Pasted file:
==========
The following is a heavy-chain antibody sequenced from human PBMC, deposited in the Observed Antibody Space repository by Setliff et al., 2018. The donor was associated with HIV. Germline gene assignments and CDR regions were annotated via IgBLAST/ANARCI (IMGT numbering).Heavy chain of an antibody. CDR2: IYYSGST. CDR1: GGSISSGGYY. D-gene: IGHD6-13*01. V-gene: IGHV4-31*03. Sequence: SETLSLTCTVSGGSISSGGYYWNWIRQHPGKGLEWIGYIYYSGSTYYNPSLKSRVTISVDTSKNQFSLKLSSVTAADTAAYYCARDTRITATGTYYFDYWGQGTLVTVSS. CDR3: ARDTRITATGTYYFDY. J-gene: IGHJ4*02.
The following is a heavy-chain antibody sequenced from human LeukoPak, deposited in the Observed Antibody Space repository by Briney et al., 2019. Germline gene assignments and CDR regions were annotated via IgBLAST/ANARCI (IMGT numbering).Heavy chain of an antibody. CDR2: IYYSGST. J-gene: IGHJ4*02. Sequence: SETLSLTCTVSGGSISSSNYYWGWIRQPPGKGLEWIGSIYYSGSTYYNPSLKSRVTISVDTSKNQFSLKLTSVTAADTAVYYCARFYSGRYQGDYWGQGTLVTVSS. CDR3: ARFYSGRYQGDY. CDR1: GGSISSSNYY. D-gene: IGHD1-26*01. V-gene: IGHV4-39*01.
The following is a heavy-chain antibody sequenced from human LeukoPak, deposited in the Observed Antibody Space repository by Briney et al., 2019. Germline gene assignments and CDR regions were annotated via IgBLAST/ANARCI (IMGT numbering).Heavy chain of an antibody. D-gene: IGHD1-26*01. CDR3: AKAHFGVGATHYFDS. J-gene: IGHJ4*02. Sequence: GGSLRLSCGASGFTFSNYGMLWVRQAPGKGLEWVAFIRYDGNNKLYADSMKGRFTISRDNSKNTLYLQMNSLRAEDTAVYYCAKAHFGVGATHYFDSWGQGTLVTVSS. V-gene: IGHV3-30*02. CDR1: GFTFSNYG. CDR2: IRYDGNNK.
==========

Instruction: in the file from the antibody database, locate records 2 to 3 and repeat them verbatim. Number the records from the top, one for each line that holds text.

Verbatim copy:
The following is a heavy-chain antibody sequenced from human LeukoPak, deposited in the Observed Antibody Space repository by Briney et al., 2019. Germline gene assignments and CDR regions were annotated via IgBLAST/ANARCI (IMGT numbering).Heavy chain of an antibody. CDR2: IYYSGST. J-gene: IGHJ4*02. Sequence: SETLSLTCTVSGGSISSSNYYWGWIRQPPGKGLEWIGSIYYSGSTYYNPSLKSRVTISVDTSKNQFSLKLTSVTAADTAVYYCARFYSGRYQGDYWGQGTLVTVSS. CDR3: ARFYSGRYQGDY. CDR1: GGSISSSNYY. D-gene: IGHD1-26*01. V-gene: IGHV4-39*01.
The following is a heavy-chain antibody sequenced from human LeukoPak, deposited in the Observed Antibody Space repository by Briney et al., 2019. Germline gene assignments and CDR regions were annotated via IgBLAST/ANARCI (IMGT numbering).Heavy chain of an antibody. D-gene: IGHD1-26*01. CDR3: AKAHFGVGATHYFDS. J-gene: IGHJ4*02. Sequence: GGSLRLSCGASGFTFSNYGMLWVRQAPGKGLEWVAFIRYDGNNKLYADSMKGRFTISRDNSKNTLYLQMNSLRAEDTAVYYCAKAHFGVGATHYFDSWGQGTLVTVSS. V-gene: IGHV3-30*02. CDR1: GFTFSNYG. CDR2: IRYDGNNK.